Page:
Safety fears as Network Rail fined

13 May 2011

Network Rail has been fined £3 million over the Potters Bar derailment in which seven people died. ASLEF has its doubts that justice has been done – and fears that an impending report into rail will jeopardise rail safety further by putting it back into the arena of profit.

The union points out that Network Rail was not responsible for rail safety at the time of the 2002 Potters Bar crash. The privatised company Railtrack was in that position, but because an of its appalling record – including the fatal accident at Ladbroke Grove in 1999 in which 31 people died, as well as Potters Bar – Railtrack was closed down and replaced by Network Rail as a not-for-profit organisation. ‘We fear that the McNulty Report to the government which is due out next week, will reverse this and put safety back into the profit arena,’ says general secretary Keith Norman.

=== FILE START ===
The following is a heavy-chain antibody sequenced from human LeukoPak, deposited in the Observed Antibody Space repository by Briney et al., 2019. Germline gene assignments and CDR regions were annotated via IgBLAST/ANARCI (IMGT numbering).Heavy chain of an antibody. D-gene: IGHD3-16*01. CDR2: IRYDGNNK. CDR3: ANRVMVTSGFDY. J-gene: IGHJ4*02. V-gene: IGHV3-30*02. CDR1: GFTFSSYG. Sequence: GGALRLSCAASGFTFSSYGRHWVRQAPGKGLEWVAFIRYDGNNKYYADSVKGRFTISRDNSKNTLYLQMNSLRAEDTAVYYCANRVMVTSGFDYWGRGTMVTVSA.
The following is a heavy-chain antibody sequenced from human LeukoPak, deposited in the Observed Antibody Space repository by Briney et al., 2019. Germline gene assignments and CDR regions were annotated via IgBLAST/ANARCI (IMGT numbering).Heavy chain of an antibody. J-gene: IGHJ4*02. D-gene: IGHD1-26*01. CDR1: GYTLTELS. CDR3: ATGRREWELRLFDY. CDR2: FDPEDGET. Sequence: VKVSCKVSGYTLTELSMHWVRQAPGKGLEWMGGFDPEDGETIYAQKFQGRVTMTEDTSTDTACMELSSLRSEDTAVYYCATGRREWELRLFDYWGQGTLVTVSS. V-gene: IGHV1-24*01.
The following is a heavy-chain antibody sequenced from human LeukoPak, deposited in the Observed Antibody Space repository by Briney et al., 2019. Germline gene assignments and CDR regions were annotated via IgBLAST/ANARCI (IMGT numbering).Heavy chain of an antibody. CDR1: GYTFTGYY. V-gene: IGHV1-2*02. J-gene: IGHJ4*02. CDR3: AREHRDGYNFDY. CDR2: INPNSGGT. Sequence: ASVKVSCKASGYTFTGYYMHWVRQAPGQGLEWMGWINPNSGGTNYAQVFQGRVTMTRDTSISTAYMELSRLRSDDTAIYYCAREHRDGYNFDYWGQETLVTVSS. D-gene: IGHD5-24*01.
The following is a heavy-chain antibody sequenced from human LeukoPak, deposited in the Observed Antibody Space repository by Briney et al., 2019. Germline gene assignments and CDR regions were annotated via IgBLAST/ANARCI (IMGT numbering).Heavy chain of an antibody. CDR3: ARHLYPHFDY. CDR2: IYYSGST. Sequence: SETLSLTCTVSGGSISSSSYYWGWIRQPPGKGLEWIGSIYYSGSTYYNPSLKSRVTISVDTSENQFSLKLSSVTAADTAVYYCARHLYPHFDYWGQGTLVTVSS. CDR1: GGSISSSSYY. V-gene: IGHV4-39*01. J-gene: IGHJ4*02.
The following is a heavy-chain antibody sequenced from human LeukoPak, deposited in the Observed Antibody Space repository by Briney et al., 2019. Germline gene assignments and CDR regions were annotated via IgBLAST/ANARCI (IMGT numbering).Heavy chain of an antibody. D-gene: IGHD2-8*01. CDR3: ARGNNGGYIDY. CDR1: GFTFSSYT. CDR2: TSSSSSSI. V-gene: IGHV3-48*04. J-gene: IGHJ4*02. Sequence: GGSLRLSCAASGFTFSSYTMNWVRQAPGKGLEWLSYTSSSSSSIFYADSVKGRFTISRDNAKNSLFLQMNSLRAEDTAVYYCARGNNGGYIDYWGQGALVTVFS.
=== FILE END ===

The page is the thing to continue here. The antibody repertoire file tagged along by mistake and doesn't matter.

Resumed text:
Keith also points out that today’s fine is imposed on a public company, so the public will pay the bill. ‘It is ludicrous that seven people died, but the managers responsible for rail safety walked away unscathed – while the public picks up a £3 million bill.

‘Surely those individuals responsible should be punished - not the travelling public?’

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